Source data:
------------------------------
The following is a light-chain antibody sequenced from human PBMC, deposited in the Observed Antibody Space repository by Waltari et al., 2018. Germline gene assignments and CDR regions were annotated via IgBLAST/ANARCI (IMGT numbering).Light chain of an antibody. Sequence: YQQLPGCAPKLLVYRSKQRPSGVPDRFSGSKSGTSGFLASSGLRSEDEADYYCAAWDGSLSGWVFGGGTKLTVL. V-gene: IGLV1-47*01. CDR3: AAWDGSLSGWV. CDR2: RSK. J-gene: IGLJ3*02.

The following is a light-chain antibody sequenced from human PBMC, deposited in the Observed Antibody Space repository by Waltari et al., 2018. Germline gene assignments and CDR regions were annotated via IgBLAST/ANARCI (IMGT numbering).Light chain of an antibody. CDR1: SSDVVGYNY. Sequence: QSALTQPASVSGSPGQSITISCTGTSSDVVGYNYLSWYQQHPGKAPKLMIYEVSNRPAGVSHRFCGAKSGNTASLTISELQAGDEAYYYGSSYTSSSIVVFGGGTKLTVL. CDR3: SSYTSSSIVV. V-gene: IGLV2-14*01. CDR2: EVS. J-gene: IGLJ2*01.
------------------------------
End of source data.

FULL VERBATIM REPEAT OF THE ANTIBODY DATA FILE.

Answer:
The following is a light-chain antibody sequenced from human PBMC, deposited in the Observed Antibody Space repository by Waltari et al., 2018. Germline gene assignments and CDR regions were annotated via IgBLAST/ANARCI (IMGT numbering).Light chain of an antibody. Sequence: YQQLPGCAPKLLVYRSKQRPSGVPDRFSGSKSGTSGFLASSGLRSEDEADYYCAAWDGSLSGWVFGGGTKLTVL. V-gene: IGLV1-47*01. CDR3: AAWDGSLSGWV. CDR2: RSK. J-gene: IGLJ3*02.

The following is a light-chain antibody sequenced from human PBMC, deposited in the Observed Antibody Space repository by Waltari et al., 2018. Germline gene assignments and CDR regions were annotated via IgBLAST/ANARCI (IMGT numbering).Light chain of an antibody. CDR1: SSDVVGYNY. Sequence: QSALTQPASVSGSPGQSITISCTGTSSDVVGYNYLSWYQQHPGKAPKLMIYEVSNRPAGVSHRFCGAKSGNTASLTISELQAGDEAYYYGSSYTSSSIVVFGGGTKLTVL. CDR3: SSYTSSSIVV. V-gene: IGLV2-14*01. CDR2: EVS. J-gene: IGLJ2*01.